Citylife: It has been a few years since we have interviewed a governor, can you please tell our readers what your role is?
Governor Nirat: The role of the governor is to develop the province in accordance with government policies and to elevate each province, through their strengths and potentials, with the aim of reducing inequality across the nation. My job is to help Chiang Mai to move forward. The government has appointed me to implement their policies, by adjusting and adapting them for Chiang Mai. I work with various government departments and bodies as per their functions. We also have mayors and local administrative bodies, all of whom I work with.
Chiang Mai is not a province that needs to be built up, it has so much already. For over 700 years Chiang Mai has been building its strength in terms of culture, language, tradition, history. To preserve these values and utilise them into selling points to benefit the people of Chiang Mai is one of my roles. We have soft power in terms of culture, food, clothing, mannerism, Buddhism.
Citylife: What are you working on in terms of large infrastructure projects?
Governor Nirat: There was talk about a new airport, but at this point there is no budget yet allocated from the central government. The budget required will be huge, but this does not seem likely to happen for another 10-15 years. This means that we will have to make do with what we have. What I can do now is facilitate the development of the current airport to support growing numbers over next 10-15 years.
I have also been working with relevant departments to expand all of the highways leading out of the city in all directions to four, even six, lanes. As to the high speed train, again, it is being studied. I can try to push it to go faster, but let’s see.
My job is to push for Chiang Mai’s interests from the government at the same time applying government policies for the interest of Chiang Mai people.
Citylife: What is happening in terms of tourism?
Governor Nirat: Chiang Mai’s GDP is 60-70% from tourism. With 11 million visitors per year. These are big numbers. We don’t want to change this, but to add value to it. Let’s expand the times when tourists come from three months per year over winter to perhaps nine months per year from Songkran to after the new year. We want the 11 million tourists to spend five, maybe seven days in Chiang Mai, instead of three; to spend 4,000 baht per day instead of 2,000 baht.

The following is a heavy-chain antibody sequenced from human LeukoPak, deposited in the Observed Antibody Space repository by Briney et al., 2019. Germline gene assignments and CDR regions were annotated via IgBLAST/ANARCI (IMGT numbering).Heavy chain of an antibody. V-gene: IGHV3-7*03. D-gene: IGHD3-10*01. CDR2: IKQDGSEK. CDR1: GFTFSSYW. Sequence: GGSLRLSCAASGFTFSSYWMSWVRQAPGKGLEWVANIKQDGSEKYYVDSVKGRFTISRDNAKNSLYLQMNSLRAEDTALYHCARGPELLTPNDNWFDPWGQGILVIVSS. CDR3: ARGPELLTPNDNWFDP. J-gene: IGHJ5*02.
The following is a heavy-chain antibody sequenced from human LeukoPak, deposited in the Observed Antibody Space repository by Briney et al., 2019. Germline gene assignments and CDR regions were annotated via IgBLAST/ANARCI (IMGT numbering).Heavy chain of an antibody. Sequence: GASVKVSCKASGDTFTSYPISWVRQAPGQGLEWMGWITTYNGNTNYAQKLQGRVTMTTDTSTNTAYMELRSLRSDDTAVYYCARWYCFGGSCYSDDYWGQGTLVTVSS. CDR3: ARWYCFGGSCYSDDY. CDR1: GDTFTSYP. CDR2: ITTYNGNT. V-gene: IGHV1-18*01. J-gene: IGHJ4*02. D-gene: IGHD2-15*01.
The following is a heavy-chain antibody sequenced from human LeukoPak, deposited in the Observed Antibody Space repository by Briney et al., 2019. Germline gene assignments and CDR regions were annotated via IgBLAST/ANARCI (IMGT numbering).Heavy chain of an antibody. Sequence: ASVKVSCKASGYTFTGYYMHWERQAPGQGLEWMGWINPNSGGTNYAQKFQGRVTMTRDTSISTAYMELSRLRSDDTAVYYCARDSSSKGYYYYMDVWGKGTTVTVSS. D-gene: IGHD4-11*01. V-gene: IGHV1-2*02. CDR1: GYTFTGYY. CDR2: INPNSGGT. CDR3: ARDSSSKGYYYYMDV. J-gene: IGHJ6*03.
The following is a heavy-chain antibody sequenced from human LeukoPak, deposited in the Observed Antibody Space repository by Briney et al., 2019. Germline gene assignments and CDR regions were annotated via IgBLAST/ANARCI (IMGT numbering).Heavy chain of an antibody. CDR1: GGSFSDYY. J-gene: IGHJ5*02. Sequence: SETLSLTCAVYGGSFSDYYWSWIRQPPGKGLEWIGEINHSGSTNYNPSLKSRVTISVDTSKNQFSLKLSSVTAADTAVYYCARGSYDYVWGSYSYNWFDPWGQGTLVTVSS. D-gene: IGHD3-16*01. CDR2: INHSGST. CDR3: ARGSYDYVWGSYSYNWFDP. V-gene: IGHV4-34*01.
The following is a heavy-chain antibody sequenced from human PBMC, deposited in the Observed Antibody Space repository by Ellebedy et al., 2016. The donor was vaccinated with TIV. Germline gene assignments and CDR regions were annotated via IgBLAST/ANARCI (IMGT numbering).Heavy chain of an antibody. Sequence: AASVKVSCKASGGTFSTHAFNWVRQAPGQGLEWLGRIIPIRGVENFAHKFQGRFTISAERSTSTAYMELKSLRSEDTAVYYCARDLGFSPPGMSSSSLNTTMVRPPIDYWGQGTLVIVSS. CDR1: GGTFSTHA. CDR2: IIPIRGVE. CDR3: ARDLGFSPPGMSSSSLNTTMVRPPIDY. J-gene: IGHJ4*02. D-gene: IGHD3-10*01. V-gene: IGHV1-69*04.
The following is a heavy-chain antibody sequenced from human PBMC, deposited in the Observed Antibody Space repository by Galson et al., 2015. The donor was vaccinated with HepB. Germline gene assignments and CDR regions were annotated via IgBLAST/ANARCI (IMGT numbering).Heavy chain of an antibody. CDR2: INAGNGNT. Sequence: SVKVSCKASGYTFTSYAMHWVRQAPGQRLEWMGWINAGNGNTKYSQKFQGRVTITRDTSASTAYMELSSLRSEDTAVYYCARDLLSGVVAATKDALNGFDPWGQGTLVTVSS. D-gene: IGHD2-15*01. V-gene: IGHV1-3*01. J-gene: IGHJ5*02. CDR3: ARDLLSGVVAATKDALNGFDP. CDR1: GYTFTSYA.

We are working hard now on the idea of turning Chiang Mai into a festival city, with events happening throughout he year across the city to attract visitors. Meetings, seminars, concerts, events, imagine if we have an event each week for 52 weeks of the year.
Chiang Mai is an international city and we can’t just sit here alone, we need to work with the international community. Did you know that we have 25 consuls. Ambassadors come and talk to me all the time. There is much to do.
Citylife: One of our readers has asked what the expatriate community can do to contribute towards Chiang Mai.
Governor Nirat: Anything that will add dimension, weight, and value to Chiang Mai is something I support. What expats can do? Give me advice, I will listen, but as long as it is not against the cultural norm. Please understand that we have our own unique issues and can’t adjust to your way of life. And anything too strong is not going to be listened to. Come through my page. I will listen. They are watching me. I know.
The feedback from expats I have received so far? Some admire and agree. Some advise. I like this second group. But the strongly worded ones, not our way of life, too hard core, I don’t like. I listen, but I don’t say anything. At the end of the day international perspectives are always important.
Citylife: Now lets get to the question on everyone’s mind…pollution.
Governor Nirat: When you look at the pollution issue in Chiang Mai you have to separate it into the pollution generated in Chiang Mai and that which is spread here from elsewhere. The pollution we are generating here is being controlled very well this year. In fact, I set a target of fewer than 50 hotspots per day across the province for this year and we were on target for two months…until the last week of March when so many people started burning, as is tradition. As to the pollution from elsewhere, all we can do is reduce. Chiang Mai is the largest province in the north and the second largest in Thailand but our number of hotpots is ranked sixth for the north, so compared to other provinces we have been doing well.